Unlike alcohol problems and antisocial behavior, depression doesn't decline with age in addiction-prone women in their 30s and 40s -- it continues to increase, a new study led by University of Michigan Health System researchers found.
The longitudinal analysis examined the influences of the women's histories, family life and neighborhood instability on their alcoholism symptoms, antisocial behavior and depression over a 12-year period covering the earlier years of marriage and motherhood.
The research, published in Development and Psychopathology, is part of the Michigan Longitudinal Study, an ongoing project focusing on families at high risk for substance abuse and associated disorders that has already collected more than 20 years worth of data.
Among the current study's other top findings:
"Our findings demonstrate the complexity of the factors affecting changes in alcohol problems, antisocial behavior and depression for these women," says the study's senior author Robert Zucker, Ph.D., a professor of psychiatry and psychology at the University of Michigan Medical School and director of the U-M Addiction Research Center.
The findings challenge common notions that depression, alcoholism and antisocial behavior, are either just genetic disorders, or alternatively, that they are caused by environmental factors, Zucker adds.
"It's really the network of these relationships -- at the biological, social and at the community level -- that influences these disorders over time," he says.
The research also shows that unlike alcoholism symptoms and antisocial behavior, depression does not, by itself, moderate over time -- it actually gets worse, at least in this high risk population, Zucker notes.
"Unlike the other two disorders, biological differences appear to be more of a constant factor in depression," he says.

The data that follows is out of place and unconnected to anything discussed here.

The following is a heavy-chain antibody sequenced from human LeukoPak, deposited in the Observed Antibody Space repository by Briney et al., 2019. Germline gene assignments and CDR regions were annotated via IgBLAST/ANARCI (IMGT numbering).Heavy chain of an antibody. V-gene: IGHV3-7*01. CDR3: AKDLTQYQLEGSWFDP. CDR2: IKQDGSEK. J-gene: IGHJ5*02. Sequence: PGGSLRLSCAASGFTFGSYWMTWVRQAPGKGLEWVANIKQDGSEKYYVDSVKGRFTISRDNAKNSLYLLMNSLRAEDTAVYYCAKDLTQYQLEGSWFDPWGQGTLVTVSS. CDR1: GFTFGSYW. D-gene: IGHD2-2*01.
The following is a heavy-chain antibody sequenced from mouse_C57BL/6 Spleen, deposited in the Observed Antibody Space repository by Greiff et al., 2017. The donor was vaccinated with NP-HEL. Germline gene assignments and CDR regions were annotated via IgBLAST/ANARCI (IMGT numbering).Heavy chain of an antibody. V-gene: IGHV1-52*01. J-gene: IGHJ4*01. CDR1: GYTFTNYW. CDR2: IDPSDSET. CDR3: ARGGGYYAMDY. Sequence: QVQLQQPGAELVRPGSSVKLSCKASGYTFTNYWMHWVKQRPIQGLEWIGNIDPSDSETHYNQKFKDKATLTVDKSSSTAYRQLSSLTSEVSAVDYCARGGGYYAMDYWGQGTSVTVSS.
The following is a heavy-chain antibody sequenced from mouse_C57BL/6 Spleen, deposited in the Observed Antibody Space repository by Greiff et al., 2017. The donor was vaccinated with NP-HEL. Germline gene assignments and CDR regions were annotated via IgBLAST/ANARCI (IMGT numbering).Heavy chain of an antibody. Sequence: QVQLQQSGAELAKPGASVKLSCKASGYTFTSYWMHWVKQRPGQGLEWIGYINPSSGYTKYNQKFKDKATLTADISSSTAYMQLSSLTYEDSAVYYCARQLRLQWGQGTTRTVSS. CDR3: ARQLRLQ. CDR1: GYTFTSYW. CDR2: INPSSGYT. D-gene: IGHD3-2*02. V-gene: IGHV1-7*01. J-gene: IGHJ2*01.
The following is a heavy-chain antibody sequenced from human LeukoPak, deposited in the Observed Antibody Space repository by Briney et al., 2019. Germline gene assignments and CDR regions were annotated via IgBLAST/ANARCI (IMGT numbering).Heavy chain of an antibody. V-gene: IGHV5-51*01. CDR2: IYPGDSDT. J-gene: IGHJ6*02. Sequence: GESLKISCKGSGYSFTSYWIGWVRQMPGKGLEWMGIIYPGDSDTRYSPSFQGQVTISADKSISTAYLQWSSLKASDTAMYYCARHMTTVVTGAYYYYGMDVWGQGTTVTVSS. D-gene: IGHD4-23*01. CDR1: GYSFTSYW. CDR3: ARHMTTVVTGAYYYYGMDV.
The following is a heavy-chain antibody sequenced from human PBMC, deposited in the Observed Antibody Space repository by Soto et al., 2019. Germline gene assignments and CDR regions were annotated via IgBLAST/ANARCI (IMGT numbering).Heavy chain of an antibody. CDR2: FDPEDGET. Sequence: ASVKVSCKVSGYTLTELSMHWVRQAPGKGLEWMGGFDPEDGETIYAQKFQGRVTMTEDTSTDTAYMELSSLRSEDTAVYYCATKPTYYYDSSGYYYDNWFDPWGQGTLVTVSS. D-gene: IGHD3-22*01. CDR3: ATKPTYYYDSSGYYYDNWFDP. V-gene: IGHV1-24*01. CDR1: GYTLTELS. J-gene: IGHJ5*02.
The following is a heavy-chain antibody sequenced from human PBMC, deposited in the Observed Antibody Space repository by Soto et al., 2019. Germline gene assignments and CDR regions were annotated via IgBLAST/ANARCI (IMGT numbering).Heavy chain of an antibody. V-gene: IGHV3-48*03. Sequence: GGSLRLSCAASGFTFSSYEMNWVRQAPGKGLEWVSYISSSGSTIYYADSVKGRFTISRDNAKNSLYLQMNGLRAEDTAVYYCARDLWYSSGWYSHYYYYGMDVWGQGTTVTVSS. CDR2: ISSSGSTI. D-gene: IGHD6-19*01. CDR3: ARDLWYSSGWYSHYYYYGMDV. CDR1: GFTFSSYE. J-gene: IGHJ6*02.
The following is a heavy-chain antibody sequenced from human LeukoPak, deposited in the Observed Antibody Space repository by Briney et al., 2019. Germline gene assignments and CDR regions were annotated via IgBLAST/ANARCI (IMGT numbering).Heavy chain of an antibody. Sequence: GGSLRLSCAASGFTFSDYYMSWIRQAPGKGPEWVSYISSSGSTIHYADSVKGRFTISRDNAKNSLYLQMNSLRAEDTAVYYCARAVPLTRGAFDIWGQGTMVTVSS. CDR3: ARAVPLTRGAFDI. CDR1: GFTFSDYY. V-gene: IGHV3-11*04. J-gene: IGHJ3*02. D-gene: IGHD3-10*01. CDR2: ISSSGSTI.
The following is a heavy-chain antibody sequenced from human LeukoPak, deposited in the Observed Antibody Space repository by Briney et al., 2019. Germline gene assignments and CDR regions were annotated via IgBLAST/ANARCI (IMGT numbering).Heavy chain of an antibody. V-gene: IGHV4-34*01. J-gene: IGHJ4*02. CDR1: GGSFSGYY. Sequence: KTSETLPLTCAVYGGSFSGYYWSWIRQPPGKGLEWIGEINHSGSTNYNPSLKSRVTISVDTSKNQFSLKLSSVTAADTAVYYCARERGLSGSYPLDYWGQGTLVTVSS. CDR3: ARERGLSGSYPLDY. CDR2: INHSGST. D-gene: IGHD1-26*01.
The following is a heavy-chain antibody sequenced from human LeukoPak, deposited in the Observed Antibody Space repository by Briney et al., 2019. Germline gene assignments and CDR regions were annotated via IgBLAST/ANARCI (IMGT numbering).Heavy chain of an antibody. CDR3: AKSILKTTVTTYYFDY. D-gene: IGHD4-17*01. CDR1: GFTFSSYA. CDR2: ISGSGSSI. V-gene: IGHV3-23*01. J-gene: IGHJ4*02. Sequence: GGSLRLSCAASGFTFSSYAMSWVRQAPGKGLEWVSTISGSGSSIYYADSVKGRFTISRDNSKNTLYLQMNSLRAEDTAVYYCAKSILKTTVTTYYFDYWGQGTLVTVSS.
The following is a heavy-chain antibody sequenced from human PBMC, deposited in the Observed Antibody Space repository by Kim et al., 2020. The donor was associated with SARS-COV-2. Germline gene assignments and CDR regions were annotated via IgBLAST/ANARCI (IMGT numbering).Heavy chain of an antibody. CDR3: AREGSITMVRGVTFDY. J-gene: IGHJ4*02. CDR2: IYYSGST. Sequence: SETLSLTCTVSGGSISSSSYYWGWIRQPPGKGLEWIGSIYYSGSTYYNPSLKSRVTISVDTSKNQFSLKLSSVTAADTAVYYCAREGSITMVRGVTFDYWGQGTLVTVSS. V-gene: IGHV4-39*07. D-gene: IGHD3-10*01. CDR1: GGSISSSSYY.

The research sample included 273 adult women and their families from a four-county area in the Midwest. Drunk driving convictions involving the father were used to find the highest risk portion of the sample; a blood alcohol content of .15 was required to help ensure that the men had long standing difficulties with alcohol abuse, rather than just having been out drinking heavily for one night. The remaining families were recruited from the neighborhoods where the drunk drivers lived.
The findings also underscore the relationship between alcohol abuse and antisocial behavior over long periods of time, says study lead author Anne Buu, Ph.D., Ph.D., a research assistant professor in the Substance Abuse Section of the U-M Department of Psychiatry. As a result, she notes, interventions targeting antisocial behavior could benefit by also systematically targeting addiction.
"Based on these findings, interventions for women with young children might have the most impact if they improve social supports, educational opportunities, access to family counseling and neighborhoods environments," Buu says.
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